There are lots of things Dan LaCosta misses about pro hockey, like workdays that end at noon and, of course, the money.
There’s also the adventure.
“You’re going to different cities all the time and the excitement of playing in front of thousands of people regularly is a hard feeling to replace,” say the goalie from Labrador City who helped lead the University of New Brunswick Varsity Reds to a Canadian Interuniversity Sport (CIS) championship last weekend in Saskatoon.
Unlike most players, LaCosta’s collegiate career followed his one in the pros. Selected 93rd overall by the Columbus Blue Jackets in the 2004 NHL Entry Draft following four years in the OHL, LaCosta went on to play 132 games at the North American pro level — 24 in the ECHL, 105 with the Syracuse Crunch, the Blue Jacket’s American Hockey League affiliate and three games with Columbus, including a shutout win over the Colorado Avalanche in February of 2009.
But as much as he misses the pro lifestyle, LaCosta’s three years studying business administration at UNB while playing for the Reds have taught him to appreciate that happiness can be found away from the show.
“It has kind of opened my eyes to a whole new world I never knew about before I went away (to play in the OHL) at 15. I was so consumed by hockey culture, it’s all I ever thought about,” says LaCosta who will complete his undergraduate degree this summer and has already applied to enter UNB’s law school in the fall.
“It made me realize you can be happy and successful and not be an NHL player. There’s a lot of things you can do to make a positive contribution to the world.”
LaCosta certainly made a positive contribution to the Reds’ successful bid for a fifth CIS title, one that concluded with him backstopping the team to a 2-0 win over the Saint Mary’s Huskies in Sunday’s title game. LaCosta also had two shutouts in the best-of-three AUS final over the same Huskies team.
All this followed an incredible season statistically for LaCosta, one of his best since his junior days. In 16 starts, he was 15-1 and posted a conference-best goals against average of 1.92.
“I felt like it was probably the most consistency I’ve ever had in my game,” he says. “From start to finish, I was pretty good and never had any peaks and valleys.
“It made it a lot less frustrating because it was pretty positive most of the time.”
CIS rules meant, that as a player leaving the pro ranks, LaCosta had to red-shirt (sit out) his first year of eligibility with UNB in 2010-11.
When he joined the roster as a regular in the fall of 2011, he struggled to adjust.
“I had taken a full year off,” he says. “ I had to not only get used to playing competitive hockey again, but get used to going to school at the same time.”
Then, just as he had established a comfortable routine, he suffered an injury and didn’t see much action the rest of the way in the 2011-12 campaign as the team went with third-year goalie Travis Fullerton who was coming off 15-and 18-win seasons for the Reds.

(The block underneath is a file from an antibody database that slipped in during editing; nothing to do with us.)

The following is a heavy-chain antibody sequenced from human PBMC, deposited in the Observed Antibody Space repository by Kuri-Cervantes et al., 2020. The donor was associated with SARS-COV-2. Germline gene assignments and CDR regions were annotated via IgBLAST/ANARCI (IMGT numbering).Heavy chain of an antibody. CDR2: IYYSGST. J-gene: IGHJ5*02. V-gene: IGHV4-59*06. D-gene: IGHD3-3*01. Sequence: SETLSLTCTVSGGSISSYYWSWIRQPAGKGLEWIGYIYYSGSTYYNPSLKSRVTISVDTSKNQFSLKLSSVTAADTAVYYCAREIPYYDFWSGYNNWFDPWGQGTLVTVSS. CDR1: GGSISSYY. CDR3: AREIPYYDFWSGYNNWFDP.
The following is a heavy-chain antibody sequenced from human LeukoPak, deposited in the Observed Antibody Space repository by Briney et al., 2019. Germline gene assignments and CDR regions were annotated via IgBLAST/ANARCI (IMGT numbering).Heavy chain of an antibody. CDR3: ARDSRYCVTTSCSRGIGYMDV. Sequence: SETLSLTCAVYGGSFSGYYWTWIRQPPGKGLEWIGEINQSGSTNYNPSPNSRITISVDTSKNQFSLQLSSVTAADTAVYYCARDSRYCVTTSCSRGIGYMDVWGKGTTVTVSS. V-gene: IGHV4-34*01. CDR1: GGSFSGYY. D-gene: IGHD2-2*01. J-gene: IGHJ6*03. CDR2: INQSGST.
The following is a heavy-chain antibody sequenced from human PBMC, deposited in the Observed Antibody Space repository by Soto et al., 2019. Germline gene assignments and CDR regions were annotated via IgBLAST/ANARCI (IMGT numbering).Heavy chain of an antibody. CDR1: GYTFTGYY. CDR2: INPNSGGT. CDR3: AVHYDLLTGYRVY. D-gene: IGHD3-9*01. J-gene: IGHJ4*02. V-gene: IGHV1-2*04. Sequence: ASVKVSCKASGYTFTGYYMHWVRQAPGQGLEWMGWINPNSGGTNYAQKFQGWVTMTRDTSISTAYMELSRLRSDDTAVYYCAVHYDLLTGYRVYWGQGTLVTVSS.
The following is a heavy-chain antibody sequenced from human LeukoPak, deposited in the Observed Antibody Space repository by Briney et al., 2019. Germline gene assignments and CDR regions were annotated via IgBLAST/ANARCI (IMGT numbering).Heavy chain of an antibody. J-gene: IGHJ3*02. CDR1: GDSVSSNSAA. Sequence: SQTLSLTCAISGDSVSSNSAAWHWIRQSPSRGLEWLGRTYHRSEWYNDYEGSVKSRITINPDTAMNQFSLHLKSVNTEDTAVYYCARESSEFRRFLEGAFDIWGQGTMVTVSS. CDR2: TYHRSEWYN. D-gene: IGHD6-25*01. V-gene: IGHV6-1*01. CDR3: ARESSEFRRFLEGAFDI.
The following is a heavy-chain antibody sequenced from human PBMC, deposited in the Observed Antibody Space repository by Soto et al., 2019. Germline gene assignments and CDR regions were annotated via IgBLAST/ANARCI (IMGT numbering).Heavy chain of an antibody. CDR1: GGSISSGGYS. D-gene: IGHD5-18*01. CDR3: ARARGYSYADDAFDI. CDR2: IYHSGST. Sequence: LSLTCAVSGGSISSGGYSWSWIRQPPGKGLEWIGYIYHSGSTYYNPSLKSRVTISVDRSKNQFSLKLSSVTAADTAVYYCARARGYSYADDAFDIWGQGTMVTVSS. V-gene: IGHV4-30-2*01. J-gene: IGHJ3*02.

“This year, I stuck with my routine, I felt like I matured a lot as a person since I came to school here, and that helped me deal with a lot of the adversity that comes with being a goaltender,” LaCosta says.
He ended up taking over the No. 1 job from Fullerton this season.
“(Fullerton) didn’t play poorly at the start of the year,” says LaCosta. “It was the way it was going for us. The games he lost, our team played really poorly in front of him.
“The team was managing to win most of the game I was starting and I got on a bit of a roll and (coach) Gardiner MacDougall kept going back to me.
“I don’t think it was that I outplayed him, I was a benefactor of the team playing in front of me.”
The change didn’t create a stir in the dressing room, and the goalies’ relationship, LaCosta insists, was professional and congenial.
“He was really supportive and a great teammate.”
Again, because of CIS rules regarding former professional players, LaCosta’s university eligibility has been used up. He’s not ruling out a return to the pro ranks, but isn’t brimming with optimism regarding his chances.
“If I were to go play pro again, the offer would have to blow me away,” he says, adding he would only consider offers from a strong European league or the AHL.
“I’m not delusional, I know teams aren’t going to be lining up to sign a 27-year-old CIS goalie. I feel it will be ECHL or CHL, if it is in North America, and a lower league in Europe.”
Even if the right offer comes along, LaCosta says it would be hard to leave Fredericton and the life he has built there with his fiancée Katie, whom he met in Owen Sound, Ont., during his first year in junior.
“I’ve got a nice little business with my goalie camps (danlacostagoaltending.com), I’m going to school, I like this city, and we have a lot of friends here. I’d really have to factor in what I’d be giving up if I left.”
There’s also a good chance LaCosta could be in store for a permanent family reunion if he stays in Fredericton. With one of his two sisters attending UNB in the fall, and his parents nearing retirement, the family has toyed with the idea of relocating to New Brunswick.
“I’ve been away from them my whole life and it would be nice to be together again as a family.”